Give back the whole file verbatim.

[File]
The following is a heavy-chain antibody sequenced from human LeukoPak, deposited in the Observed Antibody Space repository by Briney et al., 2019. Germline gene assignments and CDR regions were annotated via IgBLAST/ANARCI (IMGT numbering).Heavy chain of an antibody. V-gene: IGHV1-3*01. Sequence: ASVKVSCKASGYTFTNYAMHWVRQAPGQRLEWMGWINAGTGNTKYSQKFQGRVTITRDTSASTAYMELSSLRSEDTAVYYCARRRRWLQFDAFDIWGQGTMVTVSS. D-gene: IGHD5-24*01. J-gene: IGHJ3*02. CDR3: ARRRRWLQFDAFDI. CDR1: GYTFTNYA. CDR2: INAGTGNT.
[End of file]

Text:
The following is a heavy-chain antibody sequenced from human LeukoPak, deposited in the Observed Antibody Space repository by Briney et al., 2019. Germline gene assignments and CDR regions were annotated via IgBLAST/ANARCI (IMGT numbering).Heavy chain of an antibody. V-gene: IGHV1-3*01. Sequence: ASVKVSCKASGYTFTNYAMHWVRQAPGQRLEWMGWINAGTGNTKYSQKFQGRVTITRDTSASTAYMELSSLRSEDTAVYYCARRRRWLQFDAFDIWGQGTMVTVSS. D-gene: IGHD5-24*01. J-gene: IGHJ3*02. CDR3: ARRRRWLQFDAFDI. CDR1: GYTFTNYA. CDR2: INAGTGNT.